Tummy aches are one of the most common reasons for a visit to the school nurse. However, how can you determine when to seek medical help? Dr. Priya Raj, assistant professor of pediatrics-gastroenterology at Baylor College of Medicine and Texas Children’s Hospital, looks at the warning signs of when a repeated tummy ache may be cause for larger concern.
“Many children often complain of tummy aches, especially when they head back to school, which can be attributed to a range of issues,” Raj said. “We tend to hear repeat complaints from the younger elementary school students, especially.”
In these younger students, tummy aches may be caused by the stress of being in a new routine and social situation or from experiencing homesickness. Students also may complain of upset stomachs due to new foods in their diets or excess physical activity during sports practice, recess and physical education class.
“Children are being exposed to new foods, not only from the cafeteria but also from their peers. It is not uncommon for kids to show signs of food allergies or intolerances when they enter grade school,” Raj said.
When students return to school, they may come into contact with germs of other children, so a contagious gastrointestinal (GI) infection could be the culprit. Often this is also associated with other clinical symptoms like vomiting, diarrhea or a fever. If that is the case, it may be necessary to visit a physician for proper diagnosis and treatment.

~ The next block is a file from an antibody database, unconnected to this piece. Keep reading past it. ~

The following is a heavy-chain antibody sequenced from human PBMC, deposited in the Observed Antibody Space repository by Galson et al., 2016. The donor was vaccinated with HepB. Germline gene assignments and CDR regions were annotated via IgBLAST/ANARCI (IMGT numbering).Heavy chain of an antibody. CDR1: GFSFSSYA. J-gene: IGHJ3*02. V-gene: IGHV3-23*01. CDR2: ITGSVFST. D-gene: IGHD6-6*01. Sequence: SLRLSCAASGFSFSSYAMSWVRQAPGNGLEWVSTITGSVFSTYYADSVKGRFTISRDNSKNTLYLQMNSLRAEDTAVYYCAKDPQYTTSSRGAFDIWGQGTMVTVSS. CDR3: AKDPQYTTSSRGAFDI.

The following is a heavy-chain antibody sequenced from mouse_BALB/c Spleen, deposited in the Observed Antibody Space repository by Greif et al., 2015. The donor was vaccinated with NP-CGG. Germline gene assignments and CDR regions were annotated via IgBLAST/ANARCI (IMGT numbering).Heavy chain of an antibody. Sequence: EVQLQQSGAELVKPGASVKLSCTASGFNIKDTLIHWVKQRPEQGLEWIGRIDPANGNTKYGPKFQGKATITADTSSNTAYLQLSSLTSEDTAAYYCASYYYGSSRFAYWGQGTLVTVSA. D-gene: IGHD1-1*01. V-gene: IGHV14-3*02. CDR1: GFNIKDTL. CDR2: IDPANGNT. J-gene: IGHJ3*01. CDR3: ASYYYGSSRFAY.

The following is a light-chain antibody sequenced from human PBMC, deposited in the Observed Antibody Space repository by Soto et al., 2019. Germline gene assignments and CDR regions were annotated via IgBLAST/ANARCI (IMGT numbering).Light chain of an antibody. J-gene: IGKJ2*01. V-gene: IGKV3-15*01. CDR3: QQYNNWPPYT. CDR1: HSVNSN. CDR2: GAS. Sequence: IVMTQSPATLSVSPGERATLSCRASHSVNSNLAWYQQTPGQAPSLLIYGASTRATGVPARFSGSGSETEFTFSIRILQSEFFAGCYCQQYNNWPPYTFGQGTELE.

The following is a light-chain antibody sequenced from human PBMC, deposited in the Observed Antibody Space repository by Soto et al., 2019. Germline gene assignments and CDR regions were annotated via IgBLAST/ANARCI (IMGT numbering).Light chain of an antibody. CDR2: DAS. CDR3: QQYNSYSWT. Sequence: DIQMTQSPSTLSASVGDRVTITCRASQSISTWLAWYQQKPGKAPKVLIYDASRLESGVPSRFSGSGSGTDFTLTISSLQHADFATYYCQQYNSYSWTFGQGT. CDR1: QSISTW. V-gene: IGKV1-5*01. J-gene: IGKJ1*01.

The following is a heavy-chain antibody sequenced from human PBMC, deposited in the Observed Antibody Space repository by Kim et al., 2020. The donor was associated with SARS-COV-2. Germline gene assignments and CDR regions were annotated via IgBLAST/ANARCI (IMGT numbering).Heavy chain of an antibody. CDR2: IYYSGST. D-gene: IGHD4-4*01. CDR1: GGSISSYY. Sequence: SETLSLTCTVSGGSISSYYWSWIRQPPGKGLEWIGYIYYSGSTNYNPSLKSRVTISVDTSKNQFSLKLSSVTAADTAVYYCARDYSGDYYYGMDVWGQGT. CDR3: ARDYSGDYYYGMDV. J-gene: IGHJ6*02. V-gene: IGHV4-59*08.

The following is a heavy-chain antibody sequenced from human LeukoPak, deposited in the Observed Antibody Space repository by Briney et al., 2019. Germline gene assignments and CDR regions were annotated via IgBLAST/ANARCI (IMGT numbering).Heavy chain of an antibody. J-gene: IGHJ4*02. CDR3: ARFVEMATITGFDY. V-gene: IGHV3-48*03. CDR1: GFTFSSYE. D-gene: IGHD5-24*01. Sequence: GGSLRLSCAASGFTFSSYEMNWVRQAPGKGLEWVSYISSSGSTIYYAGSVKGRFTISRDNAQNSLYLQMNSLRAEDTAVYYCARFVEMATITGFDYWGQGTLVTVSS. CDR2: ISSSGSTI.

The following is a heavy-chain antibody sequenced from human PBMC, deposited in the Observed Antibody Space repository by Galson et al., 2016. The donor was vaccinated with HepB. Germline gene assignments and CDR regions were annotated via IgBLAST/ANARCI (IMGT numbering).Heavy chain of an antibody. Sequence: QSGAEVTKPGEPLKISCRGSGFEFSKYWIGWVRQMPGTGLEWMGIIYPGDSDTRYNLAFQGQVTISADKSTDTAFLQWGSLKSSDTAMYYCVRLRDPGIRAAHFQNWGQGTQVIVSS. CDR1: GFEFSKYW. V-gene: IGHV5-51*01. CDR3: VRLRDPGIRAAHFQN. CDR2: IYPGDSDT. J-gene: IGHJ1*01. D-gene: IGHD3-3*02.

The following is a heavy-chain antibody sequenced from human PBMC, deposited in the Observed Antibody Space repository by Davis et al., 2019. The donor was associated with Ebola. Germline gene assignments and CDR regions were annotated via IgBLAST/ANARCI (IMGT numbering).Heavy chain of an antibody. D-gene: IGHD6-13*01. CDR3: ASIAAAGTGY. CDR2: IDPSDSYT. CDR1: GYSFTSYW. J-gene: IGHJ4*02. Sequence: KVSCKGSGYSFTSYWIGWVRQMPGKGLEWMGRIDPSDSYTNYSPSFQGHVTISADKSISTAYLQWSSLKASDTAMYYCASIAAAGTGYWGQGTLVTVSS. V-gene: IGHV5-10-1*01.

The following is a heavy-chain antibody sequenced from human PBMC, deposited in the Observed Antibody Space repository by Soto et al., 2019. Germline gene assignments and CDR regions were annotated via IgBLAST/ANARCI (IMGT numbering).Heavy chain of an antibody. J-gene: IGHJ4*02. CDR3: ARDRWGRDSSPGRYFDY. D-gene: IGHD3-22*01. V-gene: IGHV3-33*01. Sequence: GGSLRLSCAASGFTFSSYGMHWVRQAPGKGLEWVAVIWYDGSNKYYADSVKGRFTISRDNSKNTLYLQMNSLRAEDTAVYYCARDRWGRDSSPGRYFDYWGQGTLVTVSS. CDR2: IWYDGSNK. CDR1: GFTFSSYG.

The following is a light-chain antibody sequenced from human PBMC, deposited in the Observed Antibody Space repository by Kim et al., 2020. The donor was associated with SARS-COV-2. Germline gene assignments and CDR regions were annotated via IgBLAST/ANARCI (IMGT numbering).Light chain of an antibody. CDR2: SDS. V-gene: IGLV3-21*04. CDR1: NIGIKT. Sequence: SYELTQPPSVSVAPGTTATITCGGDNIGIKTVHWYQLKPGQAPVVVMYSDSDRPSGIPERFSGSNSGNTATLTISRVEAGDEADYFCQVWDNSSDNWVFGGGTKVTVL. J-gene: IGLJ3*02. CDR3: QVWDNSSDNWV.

Older students who are going through standardized tests, finals or college applications may develop stomach pains and other related symptoms like nausea due to stress.
“It is also important to remember the possibility that young female students may be entering their first menstrual cycles, which can lead to an unfamiliar abdominal pain,” added Raj.
Common stomach ache remedies include hydration, soothing medicines such as antacids and mild pain relievers.
If meals from the school cafeteria are causing the distress, parents may want to consider packing lunch for their kids, so they have access to foods they enjoy and are familiar with.
“Around the beginning of the school year, we see an increase in the number of children complaining of abdominal pain. The brain and the gut share a very intimate relationship and stress or anxiety can often be a trigger. If the tummy aches persist once the child comes home, disrupt normal daily activities, wake the child up from sleep or occur over holidays or weekends, it may be time to consult a physician,” Raj said. “In addition, if the child has a fever, an unusual rash, bloody bowel movements or vomiting, or experiences weight loss, these could be ‘alarm signs’ suggestive of a more serious underlying issue such as food intolerances or other gastro-related conditions, such as inflammatory bowel disease or peptic ulcers,” Raj said.
Overall, Raj recommends an open discussion between parents, their children and the school nurses and teachers to determine if frequent stomach aches are a means for attention or an indicator of a more serious problem.